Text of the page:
I would not say that it has as much impact on tone as the build of the guitar (wood, bracing, body shape), and obviously the technique of the player trumps just about everything. But I would venture that many, if not most, serious guitarists choose their pick at least somewhat based on tone. It's certainly not as fun/sexy to talk about as guitar models, preamps, microphones, etc but your pick is still part of the signal chain between your brain and your audience's ears.

    I'm still a pretty blunt instrument (no pun intended) on mandolin, and most of my tone right now is probably the result of my own fumbling through learning something so new. But I recently tried a Dunlop 207 (a huge brick of a pick), and immediately noticed a biiiiiiiig change in my tone over the other picks I was playing around with. So it's entirely possible that this difference is more pronounced on mandolin than guitar. I could absolutely see that being the case.

  13. #33
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    Default Re: Picks

    My personal pick journey paused around 25 years ago when I bought several Golden Gate picks. I've been playing on those exclusively ever since, until acquiring a new mando recently. I've always liked the tone from the GGs, but the rounded corners, for me, are limiting in other ways. I found the volume lacking. Recently I dug out an old triangle shaped pick with more pointed corners. It's larger than the GGs, is probably plastic, but looks like tortoise shell. And I immediately liked the 'feel' of it, and the extra punch. But still preferred the sound of the GG. After hearing all about the BCs, I decided to try one (CT-55). The BC is almost exactly the same size as the triangle pick I recently found. But with the beveled edge, and slightly thicker it has both the play-ability and the tone I have been looking for.
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  14. #34

    Default Re: Picks

    Another update:

    I've been using one of these this week: Dunlop Delrin purple 2.0 mm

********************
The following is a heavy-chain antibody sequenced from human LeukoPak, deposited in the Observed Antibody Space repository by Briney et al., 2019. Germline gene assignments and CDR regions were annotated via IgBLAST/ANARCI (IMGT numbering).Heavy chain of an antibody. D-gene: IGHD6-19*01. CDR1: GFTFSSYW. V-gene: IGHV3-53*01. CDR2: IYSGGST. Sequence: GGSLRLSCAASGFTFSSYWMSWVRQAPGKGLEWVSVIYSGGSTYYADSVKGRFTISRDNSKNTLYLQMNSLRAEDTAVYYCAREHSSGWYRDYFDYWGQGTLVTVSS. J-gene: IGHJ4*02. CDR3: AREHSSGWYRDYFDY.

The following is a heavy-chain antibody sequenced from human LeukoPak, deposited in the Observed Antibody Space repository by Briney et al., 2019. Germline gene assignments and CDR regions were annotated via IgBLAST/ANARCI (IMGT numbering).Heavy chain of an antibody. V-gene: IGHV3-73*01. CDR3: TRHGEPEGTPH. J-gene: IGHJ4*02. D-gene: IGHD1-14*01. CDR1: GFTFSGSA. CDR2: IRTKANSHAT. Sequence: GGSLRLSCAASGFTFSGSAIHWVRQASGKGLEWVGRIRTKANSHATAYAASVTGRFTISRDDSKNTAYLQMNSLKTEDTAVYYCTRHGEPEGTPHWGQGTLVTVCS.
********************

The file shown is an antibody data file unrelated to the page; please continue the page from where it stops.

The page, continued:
. . . and am going to invest in a fistful. It's Goldilocks: not too bright, not to dull, just right.

  15. #35

    Default Re: Picks

    Quote Originally Posted by Gibcaster000 View Post
    That is very helpful, thank you! I do indeed use the "pencil grip" on my pick when playing guitar, but did not even realize it (or at least hadn't given it any thought). From the little footage I've found that actually has a good shot of the picking hand, It seems like guitarists are all over the place. . . .
    Yes, indeed. Guitar players hold picks every which way.

    I never realized it until I got into a pick-holding discussion here a while back. It turns out a lot of folks here had never even heard of holding a pick like a pencil. But it's the way I was taught—and so were others.

    The mando pros here seemed fairly united on the monkey-clutch, which continues to confound me. A few even insisted that it's the only good way to pick a guitar, as well.

    As Thomas Jefferson so aptly put it: Whatever!

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  17. #36

    Default Re: Picks

    Quote Originally Posted by Gibcaster000 View Post
    . . . I actually notice quite a bit of difference between picks when I'm playing guitar, and I've heard other guitarists refer to pick selection as an acoustic guitar's "tone knob." . . .
    Hm! I've been playing guitar for over fifty years, and you're the first person I've heard mention that.

    It does make a difference on guitar, so it makes some sense. But the difference isn't nearly as dramatic as on mando. Guitar players I know seem to just use picks they think are comfortable. Tone might be affected, but comfort decides.

    I'll admit, though, that I don't talk to many jazz guitarists. In that rarified atmosphere, who knows what goes on!

  18. #37
    Registered User bradlaird's Avatar
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    Default Re: Picks

    Here is my 42 minute reply to this eternal question.
    http://www.bradleylaird.com/podcast/...how-notes.html

  19. #38
    Innocent Bystander JeffD's Avatar
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    Default Re: Picks

    I think the way one holds the pick may also have impact on how much difference that particular pick makes in the tone of the mando. I mean, if you hold the pick way out, with fingers straight, in what I have heard called the ick-a-bug pick technique (holding a pick as one might hold a dead moth), I can see that the length of fingers and their flexibility can subtract a lot of of the energy coming from hand and arm and going to the pick. The more monkey-clutch (I love the name), the more of the arm energy goes through the pick, and the picks flexibilty, shape, angle, etc., would have more impact.

    That said, none of what I said is science, just an explanation I have heard and which kind of makes sense, at least fisherman's sense.